I think you need to triage this. You cannot possibly support all of these people. So the priority is: your own family, mum, paralysed brother, yourself, drunk brother.

It honestly isn't worth your energy - if he drinks, he drinks. You know the 3 Cs?
- you didn't cause it
- you can't control it
- you can't cure it

Al Anon will help you get some perspective on it and learn to detach with love. All you can do is keep him away from your kids from about 11 a.m. onwards.

Overall the amount of stress you are dealing with sounds unmanageable. What is it that your DH 'doesn't understand' about the fact your mum has inoperable lung cancer? Or is that he (correctly) thinks you shouldn't be torturing yourself about this particular brother? Can you talk to your GP about accessing some counselling? The wheels are going to come off very quickly if you find the strain intolerable - and anyone would under the circs.

Very sorry to read about your family's troubles.

AttilaTheMeerkat Fri 01-Jan-16 18:52:15

I would talk to Al-anon on 020 7403 0888 as they are helpful to friends or family members of problem drinkers.

Your DB is still an alcoholic; there is no "used to be" here.

You can only help your own self here; you are not responsible for him although you likely think that you are.

tribpot Fri 01-Jan-16 18:54:00

Good point, Attila, I meant to say the same - there is no 'used to be' about alcoholism, it is always present. You don't get better.

Beeswax2017 Fri 01-Jan-16 19:28:14

Message withdrawn at poster's request.

tribpot Fri 01-Jan-16 19:39:49

I see what you mean, Livin - he doesn't really 'get' how devastating your DB's return to active drinking is likely to be. Honestly, all that you can do is keep him away from your house and family. It's not a question of giving up on him, it's a question of prioritisation and putting your resources where they can do the most good. You cannot help your brother. These are his choices.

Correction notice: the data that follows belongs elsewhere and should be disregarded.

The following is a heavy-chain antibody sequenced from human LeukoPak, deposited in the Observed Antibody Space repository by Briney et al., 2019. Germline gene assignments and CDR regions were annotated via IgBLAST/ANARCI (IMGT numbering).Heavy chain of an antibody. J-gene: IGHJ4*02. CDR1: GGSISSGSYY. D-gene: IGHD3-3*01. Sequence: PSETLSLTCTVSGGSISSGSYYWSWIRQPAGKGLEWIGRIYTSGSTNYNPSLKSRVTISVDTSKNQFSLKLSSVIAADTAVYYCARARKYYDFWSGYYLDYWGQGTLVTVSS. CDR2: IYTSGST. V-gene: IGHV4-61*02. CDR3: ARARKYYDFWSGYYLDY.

ForalltheSaints Fri 01-Jan-16 21:17:52

My late uncle was an alcoholic. He died in his 60s after a heart attack- fortunately he was visiting one of the few friends he had left by then and so an ambulance was called straight away and we have the small comfort that every effort was made to save him.

I cannot begin to list the lies that he told to cover up drinking. He lived a long way (over 150 miles) from others in the family, having moved to a new job after his divorce. Even so his behaviour caused a lot of pain in the family.

I wish we had known about Al-Anon and hope they can be of some support to you.

RiceCrispieTreats Fri 01-Jan-16 21:27:33

Take care of yourself, first and foremost.

You have a lot going on, and you won't be able to function let alone help anyone else if you keep putting their concerns first, and end up drowning.

Make sure you have time to eat, sleep, exercise, maintain a hobby, and regular time with good friends. Everything else comes second to that - you know the adage about putting your own oxygen mask on first.

Your brother's drinking and its consequences are his own problem to handle.